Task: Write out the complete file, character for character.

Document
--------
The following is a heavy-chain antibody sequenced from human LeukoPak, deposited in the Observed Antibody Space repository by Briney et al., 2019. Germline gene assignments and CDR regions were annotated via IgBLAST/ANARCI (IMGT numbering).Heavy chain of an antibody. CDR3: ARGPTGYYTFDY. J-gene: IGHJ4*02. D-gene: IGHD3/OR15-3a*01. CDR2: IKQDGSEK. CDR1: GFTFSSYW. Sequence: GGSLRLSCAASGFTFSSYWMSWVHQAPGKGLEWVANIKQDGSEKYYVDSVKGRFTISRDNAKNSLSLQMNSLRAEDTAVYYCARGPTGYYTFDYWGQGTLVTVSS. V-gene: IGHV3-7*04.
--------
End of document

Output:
The following is a heavy-chain antibody sequenced from human LeukoPak, deposited in the Observed Antibody Space repository by Briney et al., 2019. Germline gene assignments and CDR regions were annotated via IgBLAST/ANARCI (IMGT numbering).Heavy chain of an antibody. CDR3: ARGPTGYYTFDY. J-gene: IGHJ4*02. D-gene: IGHD3/OR15-3a*01. CDR2: IKQDGSEK. CDR1: GFTFSSYW. Sequence: GGSLRLSCAASGFTFSSYWMSWVHQAPGKGLEWVANIKQDGSEKYYVDSVKGRFTISRDNAKNSLSLQMNSLRAEDTAVYYCARGPTGYYTFDYWGQGTLVTVSS. V-gene: IGHV3-7*04.